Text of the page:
Chin continues to lash out at what he regards as “fake” Asian American novelists, the very novelists who are regarded by most others as having given the Asian American novel its mass popularity and its academic narrative of cultural coherence. He directs his harshest criticism at women writers, most notably Maxine Hong Kingston and Amy Tan. Kingston's first book, The Woman Warrior (1975), is at times considered autobiography, at others a collection of short stories, and on rare occasions even ANTHROPOLOGY (though not by Asian Americans). But it is widely regarded as the most important literary work, for both reasons critical and popular, by an Asian American in the final quarter of the twentieth century. Using the oral tradition of “talk-story” that Kingston learned while writing in Hawai'i, The Woman Warrior chronicles the struggle of young Maxine to make sense of the stories her mother teaches her while growing up in Stockton, California, or as she wonders at one point, “What is Chinese tradition and what is the movies?” Kingston would later write stories in the more recognizably novelistic vein—Tripmaster Monkey (1989) and The Fifth Book of Peace (2003), though even here Kingston's playful blurring of genre has continued to confound, delight, or enrage readers and critics.
Tan's Joy Luck Club (1988) took the Kingstonian trope of mother—daughter struggle and broadened it as a cultural conundrum. What enraged Chin about Tan's novel was its tendency to turn culture into essence by aestheticizing it, so that the novel turned into ethnography. On this point, Chin finds curious alliance with feminist critics, who regard the novel as an example of “sugar sisterhood” that leaves intact conventional notions of gender, race, and power. But Tan's redeployment of Kingston's opening was only one of many efflorescences of a contemporary renaissance of Asian American novels. Readers of the 1990s and the beginning of the twenty-first century bore witness to an explosion of writing that is breathtaking in its breadth and depth. Such novelists include Chang-rae Lee, whose investigation into contemporary Korean American identity in Native Speaker (1995) has since given way to novels that feature non-Korean and even non-Asian protagonists, in The Gesture Life (1999) and Aloft (2004), respectively. South Asian American novelists such as Bharati Mukherjee and, more recently, Jhumpa Lahiri, are the most obvious examples of those whose ethnic origins hail from the Indian subcontinent, and their novels such as Jasmine (1999) and The Namesake (2004) return again to questions of belonging and assimilation, tinged by their particular social locations of gender, class, ethnicity, and race. Vietnamese Americans such as Lan Cao and her elegiac novel Monkey Bridge (1997) craft prose that tries to approximate a language of trauma borne from war and exile.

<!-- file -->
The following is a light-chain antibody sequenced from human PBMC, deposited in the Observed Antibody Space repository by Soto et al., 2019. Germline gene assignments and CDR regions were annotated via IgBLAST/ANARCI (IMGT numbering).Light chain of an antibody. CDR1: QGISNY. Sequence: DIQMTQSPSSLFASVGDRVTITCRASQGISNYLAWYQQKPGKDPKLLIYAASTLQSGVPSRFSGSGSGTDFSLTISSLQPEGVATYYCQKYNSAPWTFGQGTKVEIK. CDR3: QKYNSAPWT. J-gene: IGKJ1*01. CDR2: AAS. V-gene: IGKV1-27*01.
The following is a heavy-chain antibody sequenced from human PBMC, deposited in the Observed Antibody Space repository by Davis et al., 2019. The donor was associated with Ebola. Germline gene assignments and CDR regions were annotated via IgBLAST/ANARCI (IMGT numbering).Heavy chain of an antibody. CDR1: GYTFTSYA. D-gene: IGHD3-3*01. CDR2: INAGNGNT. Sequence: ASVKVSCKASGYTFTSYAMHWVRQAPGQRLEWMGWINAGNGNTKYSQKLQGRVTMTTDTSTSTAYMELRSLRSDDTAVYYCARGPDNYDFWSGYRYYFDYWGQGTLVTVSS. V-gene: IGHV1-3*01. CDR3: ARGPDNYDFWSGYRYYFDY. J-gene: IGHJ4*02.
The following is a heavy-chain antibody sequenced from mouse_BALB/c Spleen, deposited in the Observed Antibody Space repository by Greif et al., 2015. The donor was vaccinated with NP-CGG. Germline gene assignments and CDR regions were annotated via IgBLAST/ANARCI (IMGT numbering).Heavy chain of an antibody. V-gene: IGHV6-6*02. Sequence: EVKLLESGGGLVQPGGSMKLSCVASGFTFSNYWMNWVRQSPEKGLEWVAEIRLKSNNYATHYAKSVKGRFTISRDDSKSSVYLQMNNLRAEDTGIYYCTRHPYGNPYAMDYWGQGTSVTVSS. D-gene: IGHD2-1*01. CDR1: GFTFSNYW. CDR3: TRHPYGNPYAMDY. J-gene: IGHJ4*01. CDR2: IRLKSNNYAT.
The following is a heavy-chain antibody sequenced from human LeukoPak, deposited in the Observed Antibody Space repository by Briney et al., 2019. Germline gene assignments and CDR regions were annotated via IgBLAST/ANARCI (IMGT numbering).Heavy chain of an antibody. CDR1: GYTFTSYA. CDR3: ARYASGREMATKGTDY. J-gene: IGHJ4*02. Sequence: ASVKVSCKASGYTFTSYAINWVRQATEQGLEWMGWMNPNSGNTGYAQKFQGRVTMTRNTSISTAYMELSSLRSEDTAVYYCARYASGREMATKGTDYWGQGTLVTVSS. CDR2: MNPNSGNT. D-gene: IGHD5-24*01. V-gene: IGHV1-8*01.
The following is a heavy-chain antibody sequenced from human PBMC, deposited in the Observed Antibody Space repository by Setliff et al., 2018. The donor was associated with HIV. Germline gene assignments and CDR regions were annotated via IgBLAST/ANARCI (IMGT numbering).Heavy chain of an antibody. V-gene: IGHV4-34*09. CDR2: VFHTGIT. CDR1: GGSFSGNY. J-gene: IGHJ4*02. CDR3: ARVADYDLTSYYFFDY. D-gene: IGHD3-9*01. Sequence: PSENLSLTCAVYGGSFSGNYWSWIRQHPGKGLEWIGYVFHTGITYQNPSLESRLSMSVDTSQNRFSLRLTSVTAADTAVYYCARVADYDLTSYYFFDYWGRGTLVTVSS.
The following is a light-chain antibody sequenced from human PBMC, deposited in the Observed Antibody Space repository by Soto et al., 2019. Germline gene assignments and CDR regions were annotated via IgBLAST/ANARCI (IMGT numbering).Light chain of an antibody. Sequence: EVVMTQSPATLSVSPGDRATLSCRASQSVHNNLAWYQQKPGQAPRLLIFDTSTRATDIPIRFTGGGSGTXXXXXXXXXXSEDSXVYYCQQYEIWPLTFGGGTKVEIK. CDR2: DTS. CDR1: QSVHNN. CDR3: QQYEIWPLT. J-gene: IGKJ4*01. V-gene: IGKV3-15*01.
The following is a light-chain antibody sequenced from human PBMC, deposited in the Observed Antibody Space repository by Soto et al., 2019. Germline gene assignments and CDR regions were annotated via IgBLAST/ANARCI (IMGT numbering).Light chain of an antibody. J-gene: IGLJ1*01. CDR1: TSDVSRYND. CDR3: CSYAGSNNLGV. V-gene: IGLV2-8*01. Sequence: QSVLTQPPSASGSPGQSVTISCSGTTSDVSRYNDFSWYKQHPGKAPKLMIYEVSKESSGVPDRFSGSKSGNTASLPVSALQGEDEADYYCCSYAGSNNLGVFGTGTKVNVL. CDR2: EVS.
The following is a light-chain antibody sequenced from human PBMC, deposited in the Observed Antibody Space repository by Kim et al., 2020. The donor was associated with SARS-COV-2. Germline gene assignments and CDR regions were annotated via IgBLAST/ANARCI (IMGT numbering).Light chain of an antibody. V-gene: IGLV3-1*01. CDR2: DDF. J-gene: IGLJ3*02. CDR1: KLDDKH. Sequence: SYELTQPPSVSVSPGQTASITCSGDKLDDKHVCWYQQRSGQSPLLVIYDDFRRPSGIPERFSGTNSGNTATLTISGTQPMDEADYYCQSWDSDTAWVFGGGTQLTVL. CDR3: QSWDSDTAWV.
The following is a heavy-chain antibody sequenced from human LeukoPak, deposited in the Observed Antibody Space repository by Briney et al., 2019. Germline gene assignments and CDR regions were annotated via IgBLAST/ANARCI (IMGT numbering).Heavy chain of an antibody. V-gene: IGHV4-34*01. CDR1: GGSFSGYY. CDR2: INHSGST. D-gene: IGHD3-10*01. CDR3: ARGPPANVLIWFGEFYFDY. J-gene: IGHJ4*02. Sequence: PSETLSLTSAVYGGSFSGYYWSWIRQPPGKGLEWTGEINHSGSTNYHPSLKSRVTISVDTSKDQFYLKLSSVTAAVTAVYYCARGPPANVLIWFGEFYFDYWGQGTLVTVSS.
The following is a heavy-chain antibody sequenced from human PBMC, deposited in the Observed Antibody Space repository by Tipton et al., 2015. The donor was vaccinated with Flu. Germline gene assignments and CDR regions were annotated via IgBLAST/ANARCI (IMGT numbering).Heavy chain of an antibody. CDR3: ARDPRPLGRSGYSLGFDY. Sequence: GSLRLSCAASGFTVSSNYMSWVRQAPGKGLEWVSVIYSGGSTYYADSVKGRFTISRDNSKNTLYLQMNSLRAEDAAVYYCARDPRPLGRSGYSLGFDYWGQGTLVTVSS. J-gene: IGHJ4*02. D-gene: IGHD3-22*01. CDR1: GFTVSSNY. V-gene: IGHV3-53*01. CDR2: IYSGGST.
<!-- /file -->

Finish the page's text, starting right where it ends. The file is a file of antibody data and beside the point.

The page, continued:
Still others move beyond U.S. borders, even sometimes “return” to Asia, or view the world as its frame for their storytelling: Joy Kogawa's Obasan (1981) lyrically chronicled the struggles of Japanese Canadians' own rendition of the Internment and ushered in an alternative Asian Canadian literary history that had remained in the shadow of Asian American literature; Jessica Hagedorn's satirical play with popular culture, both Filipino and American, in Dogeaters (1990) takes us to the Philippines before the regime (1966—86) of Ferdinand Marcos, and exposes the ideological underpinnings of a transnational Filipino identity whose relationship to U.S. imperialism is simultaneously disavowed and embraced; and Karen Tei Yamashita's Tropic of Orange (1997) places Asian Americans alongside other minority groups in a rearticulation of both physical and discursive geographies in her investigation of contemporary Los Angeles, with definitive imprints from Gabriel García Márquez and cable television. So varied in style and structure is the contemporary Asian American novel, so diverse are the relative commitments of writers to the category itself, and so numerous are its practitioners, it is ironically its successful arrival as a substantial and sustainable body of literature that threatens to break apart the very contours of the Asian American novel that once gave it such political meaning and cultural significance.
See also: African American Novel, Jewish American Novel, Latina/o American Novel, National Literature, Regional Novel.
1. Chan, J.P., Chin, F., Inada, L., and Wong, S., eds. (1974), Aiiieeeee!.
2. Cheung, K.K., ed. (1997), Interethnic Guide to Asian American Literature.
3. Chu, P.P. (2000), Assimilating Asians.
4. Eng, D.L. (2001), Racial Castration.
5. Fujikane, C., and J.Y. Okamura, eds. (2000), “Whose Vision?” Special Issue, Amerasia 26(2).
6. Kim, E.H. (1982), Asian American Literature.
7. Koshy, S. (2000), “The Fictions of Asian American Literature,” reprinted in Asian American Studies, ed. M. Song and J. Wu.
8. Lee, R.C. (1998), Americas of Asian American Literature.
9. Li, D.L. (1998), Imagining the Nation.
10. Ling, J. (1997), Narrating Nationalisms.
11. Lowe, L. (1996), Immigrant Acts.
12. Lye, C. (2004), America's Asia.
13. Nguyen, V.T. (2003), Race and Resistance.
14. Palumbo-Liu, D. (1999), Asian/American.
15. Wong, S-L.C. (1993), Reading Asian American Literature.